Two commenters stated that the OCC should go through the rulemaking process to gain approval to expand the MLR System to midsize and large banks. The PRA provides the public with two opportunities to comment on a proposed information collection similar to the public comment opportunity afforded by the Administrative Procedure Act for rulemaking actions. Consistent with the PRA, the OCC previously sought comment on this information collection for 60 days and now is seeking additional comment for 30 days. However, a notice of proposed rulemaking is unnecessary. Under 12 U.S.C. 161, the Comptroller has the express authority to require banks to provide special reports as to matters within his jurisdiction. BSA/AML supervision is within the jurisdiction of the OCC as the OCC has the delegated authority from the Department of Treasury's Financial Crimes Enforcement Network (FinCEN) to examine national banks for compliance with the BSA. The OCC also has the authority under 12 U.S.C. 481 to make a thorough examination of all the affairs of a national bank. The MLR is an important part of the OCC's BSA/AML examination processes that falls within this broad grant of authority.

The OCC has decided to expand the MLR reporting requirement to the OCC's midsize, large bank and Federal branches and agencies populations. As discussed above, a notice of proposed rulemaking is not necessary. The OCC previously had OMB approval to include midsize and large banks in the annual data collection, but requested OMB renewal of the data collection in 2010 and 2013 only for community banks. The OCC determined in 2010 and 2013 to collect only community bank data for MLR purposes. Pursuant to OMB requirements, the OCC is requesting renewal of the existing community bank MLR data collection with expansion to midsize and large bank (including Federal branches and agencies).

Comments continue to be invited on:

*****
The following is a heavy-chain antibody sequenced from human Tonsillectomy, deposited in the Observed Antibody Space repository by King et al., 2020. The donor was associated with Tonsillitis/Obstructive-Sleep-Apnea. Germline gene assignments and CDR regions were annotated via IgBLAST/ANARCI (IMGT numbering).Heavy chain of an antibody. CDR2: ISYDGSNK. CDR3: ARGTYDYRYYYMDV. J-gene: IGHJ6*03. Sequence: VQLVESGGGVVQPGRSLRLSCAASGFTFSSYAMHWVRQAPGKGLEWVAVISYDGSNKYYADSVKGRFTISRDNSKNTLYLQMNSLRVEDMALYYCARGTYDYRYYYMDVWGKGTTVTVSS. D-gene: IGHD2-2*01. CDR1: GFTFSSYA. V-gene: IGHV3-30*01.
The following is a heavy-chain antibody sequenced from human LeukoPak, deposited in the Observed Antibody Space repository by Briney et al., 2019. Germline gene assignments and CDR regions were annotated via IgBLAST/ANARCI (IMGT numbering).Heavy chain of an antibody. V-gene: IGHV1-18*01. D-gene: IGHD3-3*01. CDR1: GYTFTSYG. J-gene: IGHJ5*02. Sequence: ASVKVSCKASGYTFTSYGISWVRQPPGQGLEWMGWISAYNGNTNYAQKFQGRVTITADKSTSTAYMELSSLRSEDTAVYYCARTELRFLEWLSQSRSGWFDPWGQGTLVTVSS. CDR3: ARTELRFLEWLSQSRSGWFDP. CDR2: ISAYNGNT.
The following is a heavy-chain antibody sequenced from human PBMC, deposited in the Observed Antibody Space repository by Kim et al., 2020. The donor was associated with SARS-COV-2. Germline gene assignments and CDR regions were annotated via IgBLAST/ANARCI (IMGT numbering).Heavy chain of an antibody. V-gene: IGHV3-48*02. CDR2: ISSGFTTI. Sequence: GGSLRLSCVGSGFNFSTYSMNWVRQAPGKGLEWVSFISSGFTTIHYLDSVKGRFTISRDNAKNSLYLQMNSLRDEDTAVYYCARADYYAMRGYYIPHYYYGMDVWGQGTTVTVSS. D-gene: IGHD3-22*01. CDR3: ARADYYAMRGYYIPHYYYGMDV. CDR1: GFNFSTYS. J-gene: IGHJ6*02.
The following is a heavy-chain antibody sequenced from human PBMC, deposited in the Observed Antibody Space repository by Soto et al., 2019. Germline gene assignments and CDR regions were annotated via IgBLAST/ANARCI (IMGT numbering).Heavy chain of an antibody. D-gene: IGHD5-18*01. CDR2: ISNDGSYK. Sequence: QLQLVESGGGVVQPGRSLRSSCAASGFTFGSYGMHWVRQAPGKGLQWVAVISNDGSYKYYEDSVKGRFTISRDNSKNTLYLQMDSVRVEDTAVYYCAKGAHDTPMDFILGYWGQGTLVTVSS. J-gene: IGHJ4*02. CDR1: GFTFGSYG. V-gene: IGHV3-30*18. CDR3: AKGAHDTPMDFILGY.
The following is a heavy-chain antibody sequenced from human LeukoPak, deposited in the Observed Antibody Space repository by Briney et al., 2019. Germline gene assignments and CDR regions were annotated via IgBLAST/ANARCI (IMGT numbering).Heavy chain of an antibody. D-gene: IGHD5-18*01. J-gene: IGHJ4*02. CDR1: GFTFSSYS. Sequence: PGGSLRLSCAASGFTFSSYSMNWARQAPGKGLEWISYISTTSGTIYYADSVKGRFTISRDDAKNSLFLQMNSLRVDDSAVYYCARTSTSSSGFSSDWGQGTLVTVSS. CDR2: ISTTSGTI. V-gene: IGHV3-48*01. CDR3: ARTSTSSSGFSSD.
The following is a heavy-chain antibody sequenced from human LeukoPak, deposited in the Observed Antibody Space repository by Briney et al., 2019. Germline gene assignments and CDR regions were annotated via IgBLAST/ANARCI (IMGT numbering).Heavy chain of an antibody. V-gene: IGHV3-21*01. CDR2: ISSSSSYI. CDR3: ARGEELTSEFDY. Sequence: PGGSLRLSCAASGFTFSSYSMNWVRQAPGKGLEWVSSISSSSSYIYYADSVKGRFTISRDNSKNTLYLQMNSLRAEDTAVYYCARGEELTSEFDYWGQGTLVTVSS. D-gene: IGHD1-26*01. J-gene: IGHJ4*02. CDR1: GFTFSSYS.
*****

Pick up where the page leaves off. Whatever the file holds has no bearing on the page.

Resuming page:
(a) Whether the collection of information is necessary for the proper performance of the functions of the OCC, including whether the information has practical utility;

(b) The accuracy of the OCC's estimate of the burden of the collection of information;

(c) Ways to enhance the quality, utility, and clarity of the information to be collected;

(d) Ways to minimize the burden of the collection on respondents, including through the use of automated collection techniques or other forms of information technology; and

(e) Estimates of capital or start-up costs and costs of operation, maintenance, and purchase of services to provide information.

Start Signature

Dated: August 2, 2016.

Karen Solomon,

Deputy Chief Counsel, Office of the Comptroller of the Currency.

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Footnotes

1.  81 FR 143 (January 4, 2016).

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2.  31 U.S.C. 5311, 12 U.S.C. 1818(s)(2), and implementing regulations 12 CFR 21.21, 31; 12 CFR 21.11 and 163.180, 12 CFR Title X, and Office of Foreign Assets Control sanction established under the Trading with the Enemy Act (TWEA); 50 U.S.C. App 1-44; International Emergency Economic Powers Act (IEEPA), 50 U.S.C. 1701; 31 U.S.C. 5311; 12 U.S.C. 1818(s)(2); 12 CFR 21.21; 12 CFR 21.11 and 163.180; and 31 CFR Title X.

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3.  Ibid.

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4.  The FFIEC is a formal interagency body empowered to prescribe uniform principles, standards, and report forms for the federal examination of financial institutions by the Board of Governors of the Federal Reserve System (FRB), the Federal Deposit Insurance Corporation (FDIC), the National Credit Union Administration (NCUA), the Office of the Comptroller of the Currency (OCC), and the Consumer Financial Protection Bureau (CFPB), and to make recommendations to promote uniformity in the supervision of financial institutions. In 2006, the State Liaison Committee (SLC) was added to the Council as a voting member. The SLC includes representatives from the Conference of State Bank Supervisors (CSBS), the American Council of State Savings Supervisors (ACSSS), and the National Association of State Credit Union Supervisors (NASCUS).

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5.  The OCC cannot address the tools used by the other agencies in their BSA/AML supervision roles.

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6.  Burden estimates for midsize and large banks were included in the 2013 MLR PRA renewal notice published in the Federal Register on March 8, 2013 (78 FR 15121) even though the OCC has not collected the data from those bank populations up to this point.

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8.  31 U.S.C. 5311, 12 U.S.C. 1818(s)(2), and implementing regulations 12 CFR 21.21, 31; 12 CFR 21.11 and 163.180, 12 CFR Title X, and Office of Foreign Assets Control sanction established under the Trading with the Enemy Act (TWEA); 50 U.S.C. App 1-44; International Emergency Economic Powers Act (IEEPA), 50 U.S.C. 1701; 31 U.S.C. 5311; 12 U.S.C. 1818(s)(2); 12 CFR 21.21; 12 CFR 21.11 and 163.180; and 31 CFR Title X.

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[FR Doc. 2016-18740 Filed 8-5-16; 8:45 am]

BILLING CODE 4810-33-P